This summer I was lucky enough to get out to a couple paving sites with a few Asphalt Institute members and see their work from design, through material selection and construction. The quality being built into the process from start to finish was noteworthy.
These projects started with a conversation with the customer around what they were trying to achieve. It included a careful review of the segment of highway, looking at areas that would create problems later if not corrected up front as part of the work.
We took a look at the lab where the mix designs were optimized and tested to ensure they would meet specifications. We also looked at the plants and practices there. Everywhere, everyone was working toward a high quality product.
The construction sites were equally well controlled with construction quality in mind. In short, I was both impressed and pleased. We hear a lot about shoddy workmanship these days and it is professionally rewarding to see this level of attention to detail.
We talked about warranties and I learned both of these projects had seven year warranties on them. Perhaps a bit higher than normal in your area? I asked about this and our members were nonplussed by it. “It’s the right thing to do.” “We want to build a quality product or we don’t want the work.” “We’re going to fix any problems we see and not wait to be asked to do so.” These are companies working very hard to please their customer and to exceed their expectations. It is excellence!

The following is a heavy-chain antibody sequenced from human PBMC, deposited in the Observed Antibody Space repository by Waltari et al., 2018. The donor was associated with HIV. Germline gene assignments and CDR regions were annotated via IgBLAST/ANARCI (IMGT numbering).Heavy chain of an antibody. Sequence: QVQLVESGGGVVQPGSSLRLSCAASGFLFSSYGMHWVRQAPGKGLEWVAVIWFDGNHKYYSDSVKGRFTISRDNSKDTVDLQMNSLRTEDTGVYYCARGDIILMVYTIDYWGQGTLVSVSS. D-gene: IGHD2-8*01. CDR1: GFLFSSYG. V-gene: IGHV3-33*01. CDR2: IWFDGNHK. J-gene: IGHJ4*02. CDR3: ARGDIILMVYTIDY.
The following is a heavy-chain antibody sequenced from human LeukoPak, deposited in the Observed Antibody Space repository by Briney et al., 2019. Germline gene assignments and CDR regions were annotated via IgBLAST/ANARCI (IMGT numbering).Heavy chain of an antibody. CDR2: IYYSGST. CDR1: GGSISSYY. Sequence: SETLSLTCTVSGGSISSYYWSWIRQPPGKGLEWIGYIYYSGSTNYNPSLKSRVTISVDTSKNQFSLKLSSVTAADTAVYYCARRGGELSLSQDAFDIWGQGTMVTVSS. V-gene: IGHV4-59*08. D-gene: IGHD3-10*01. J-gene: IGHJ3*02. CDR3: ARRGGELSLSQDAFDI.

Longer term warranties are not usual in our paving businesses. The system we operate between the owner, the contractor and the bonding company is just not very conducive to making this a routine practice. These performance bonds (creating the warranty) are required by law on public projects, and typically regulated by state insurance departments. The bonding company has to weigh the qualifications of the contractor with the risks of the project. The financial strength of the company and their performance weigh heavily in the evaluation process.
So here’s the problem. Long-term warranties put the burden on the bonding company. They must make judgment on the financial viability of the contractor over a longer time horizon and the longer that horizon is, the greater the risk. This tightens the underwriting parameters and thus reduces the availability to underwrite companies, especially the smaller ones.
There are many alternatives, either not bothering with warranties at all (and thinking good specifications will get the quality built in – it won’t) or settling for very short warranty periods. What is needed is conversation with all three parties to find an agreeable way to manage the construction risk and liability sharing. Warranties help build in quality because a well-designed one will properly place the construction quality where it belongs – with the builder and material supplier, while protecting them from existing condition defects that should be corrected up front.